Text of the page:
Paroxysmal Nocturnal Hemoglobinuria Testing

Last Literature Review: July 2020 Last Update:
  • Preferred test for initial diagnosis of PNH and quantification of PNH clones
  • Use to diagnose PNH in patients with unexplained hemoglobinuria, Coombs-negative hemolytic anemia, unusual thrombotic sites (eg, Budd-Chiari, cerebral), thrombosis combined with intravascular hemolysis or cytopenias, or aplastic or hypoplastic anemia
  • Use to monitor individuals with confirmed PNH
  • Includes high-sensitivity WBC and RBC analysis
  • If >1% PNH RBCs are detected, then PNH RBC type will be added to report Type II and Type III PNH RBC’s.

For additional test options for paroxysmal nocturnal hemoglobinuria, refer to the Laboratory Test Directory.

Paroxysmal nocturnal hemoglobinuria (PNH) is a rare hemolytic disorder caused by nonmalignant clonal expansion of one or more stem cell lines due to an acquired mutation in the PIGA gene. PNH is associated with intravascular hemolysis, thrombotic complications, and bone marrow failure.  For information about the testing strategy for PNH, refer to the ARUP Consult Paroxysmal Nocturnal Hemoglobinuria - PNH topic.

Disease Overview




  • Hemolysis 
    • Symptoms include dysphagia, lethargy, renal failure, anemia, hemoglobinuria, male impotence, pulmonary hypertension
  • Thrombophilia 
    • Potentially life-threatening
    • Thromboses located at unusual sites (eg, hepatic portal)
  • Bone marrow (BM) failure 
    • May present as severe aplastic anemia


  • PNH is caused by a somatic mutation of PIGA gene which results in deficiency or absence of glycosylphosphatidylinositol (GPI)-anchored cell membrane proteins on progeny of affected stem cells 
    • Lack of CD55 and CD59 causes RBC sensitivity to complement lysis
    • Pathophysiology of thrombophilia and bone marrow failure in PNH is unknown
  • Percentage of RBCs or WBCs that entirely or partially lack GPI-linked antigens is referred to as PNH clone size  
    • WBC testing is most accurate in the determination of PNH clone size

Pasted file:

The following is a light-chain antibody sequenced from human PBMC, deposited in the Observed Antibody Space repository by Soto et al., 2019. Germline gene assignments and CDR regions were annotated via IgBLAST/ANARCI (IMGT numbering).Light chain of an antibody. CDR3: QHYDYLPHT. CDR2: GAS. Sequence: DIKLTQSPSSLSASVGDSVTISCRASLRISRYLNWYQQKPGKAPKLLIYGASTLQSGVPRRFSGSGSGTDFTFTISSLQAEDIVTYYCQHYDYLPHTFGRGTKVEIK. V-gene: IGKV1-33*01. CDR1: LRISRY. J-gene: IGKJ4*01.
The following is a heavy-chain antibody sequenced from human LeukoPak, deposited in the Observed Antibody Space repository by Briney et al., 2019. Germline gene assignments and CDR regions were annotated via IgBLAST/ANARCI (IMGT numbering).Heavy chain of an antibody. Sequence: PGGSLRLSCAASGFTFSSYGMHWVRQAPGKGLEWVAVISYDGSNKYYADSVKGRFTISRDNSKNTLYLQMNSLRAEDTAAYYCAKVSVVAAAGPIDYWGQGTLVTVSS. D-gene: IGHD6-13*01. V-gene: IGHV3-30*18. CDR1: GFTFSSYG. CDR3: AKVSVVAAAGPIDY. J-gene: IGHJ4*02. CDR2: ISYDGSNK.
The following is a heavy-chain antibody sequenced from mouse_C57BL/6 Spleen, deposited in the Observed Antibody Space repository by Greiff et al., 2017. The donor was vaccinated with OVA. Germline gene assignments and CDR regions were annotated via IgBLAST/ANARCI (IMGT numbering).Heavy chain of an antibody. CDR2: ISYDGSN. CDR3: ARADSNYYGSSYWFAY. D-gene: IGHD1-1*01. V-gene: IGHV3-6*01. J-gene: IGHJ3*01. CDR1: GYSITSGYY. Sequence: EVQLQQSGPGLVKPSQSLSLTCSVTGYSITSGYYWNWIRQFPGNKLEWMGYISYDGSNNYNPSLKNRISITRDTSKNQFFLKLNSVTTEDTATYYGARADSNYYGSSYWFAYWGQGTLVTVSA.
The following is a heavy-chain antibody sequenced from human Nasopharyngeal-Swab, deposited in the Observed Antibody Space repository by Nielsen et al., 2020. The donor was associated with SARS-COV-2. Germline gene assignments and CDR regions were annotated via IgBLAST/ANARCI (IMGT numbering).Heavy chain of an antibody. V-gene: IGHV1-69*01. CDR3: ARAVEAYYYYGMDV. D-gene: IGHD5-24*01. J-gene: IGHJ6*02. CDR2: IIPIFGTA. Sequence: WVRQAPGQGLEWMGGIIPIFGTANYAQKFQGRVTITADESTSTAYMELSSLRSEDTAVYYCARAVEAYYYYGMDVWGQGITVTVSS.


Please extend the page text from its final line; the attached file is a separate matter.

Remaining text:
• RBC testing is most appropriate for detection of cells only partially lacking GPI-linked antigens
      • Type I: normal levels of CD59
      • Type II: reduced levels of CD59
      • Type III:  absent levels of CD59

Test Interpretation

Analytic Sensitivity

Limits of detection:

  • RBCs: 0.008%
  • Polymorphonuclear neutrophils (PMNs or granulocytes): 0.008%
  • Monocytes: 0.2%

Limitations of quantification:

  • RBCs: 0.02%
  • Polymorphonuclear neutrophils (PMNs or granulocytes): 0.02%
  • Monocytes: 0.5%


Results Cells Detected Interpretation


% PNH cells: detected, ≥1% in RBCs and WBCs (PMN and monocytes)

Indicates PNH

% PNH cells: minor population of PNH cells

  • % PNH RBC: 0.1% to 1%
  • % PNH PMN: 0.1% to 1%
  • % PNH monocytes: 0.5% to 1%

% PNH cells: rare cells with PNH phenotype

  • % PNH RBC: 0.02% to 0.1%
  •  % PNH PMN: 0.02% to 0.1%

% PNH cells: rare cells with PNH phenotype detected below limit of quantification

  • % PNH RBC: 0.008% to 0.02%
  • % PNH PMN: 0.008% to 0.02%
  • % PNH monocytes: 0.2% to 0.5%

Indicates subclinical PNH

Often associated with symptoms of bone marrow failure


% PNH cells: not detected

  • % PNH RBC: <0.008%
  • % PNH PMN: <0.008%
  • % PNH monocytes: <0.2%

Reduces, but does not eliminate the probability of PNH


  • Conditions that may compromise accuracy include significant neutropenia, gross hemolysis, and specimens that lack expression of CD15, CD64, or glycophorin A.
  • WBC assay sensitivity is much lower for patients with severe pancytopenia.
  • Recent RBC transfusions may decrease percentage of PNH cells measured in RBCs.